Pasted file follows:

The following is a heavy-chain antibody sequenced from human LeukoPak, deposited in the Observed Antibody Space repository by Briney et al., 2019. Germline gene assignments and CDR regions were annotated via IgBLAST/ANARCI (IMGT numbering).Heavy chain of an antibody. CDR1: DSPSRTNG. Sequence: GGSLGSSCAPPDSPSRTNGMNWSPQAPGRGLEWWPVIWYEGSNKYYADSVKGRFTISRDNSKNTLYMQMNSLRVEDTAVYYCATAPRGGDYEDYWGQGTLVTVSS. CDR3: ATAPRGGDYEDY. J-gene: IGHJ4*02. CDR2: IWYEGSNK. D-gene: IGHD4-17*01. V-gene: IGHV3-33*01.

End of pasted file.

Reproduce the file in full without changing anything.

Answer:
The following is a heavy-chain antibody sequenced from human LeukoPak, deposited in the Observed Antibody Space repository by Briney et al., 2019. Germline gene assignments and CDR regions were annotated via IgBLAST/ANARCI (IMGT numbering).Heavy chain of an antibody. CDR1: DSPSRTNG. Sequence: GGSLGSSCAPPDSPSRTNGMNWSPQAPGRGLEWWPVIWYEGSNKYYADSVKGRFTISRDNSKNTLYMQMNSLRVEDTAVYYCATAPRGGDYEDYWGQGTLVTVSS. CDR3: ATAPRGGDYEDY. J-gene: IGHJ4*02. CDR2: IWYEGSNK. D-gene: IGHD4-17*01. V-gene: IGHV3-33*01.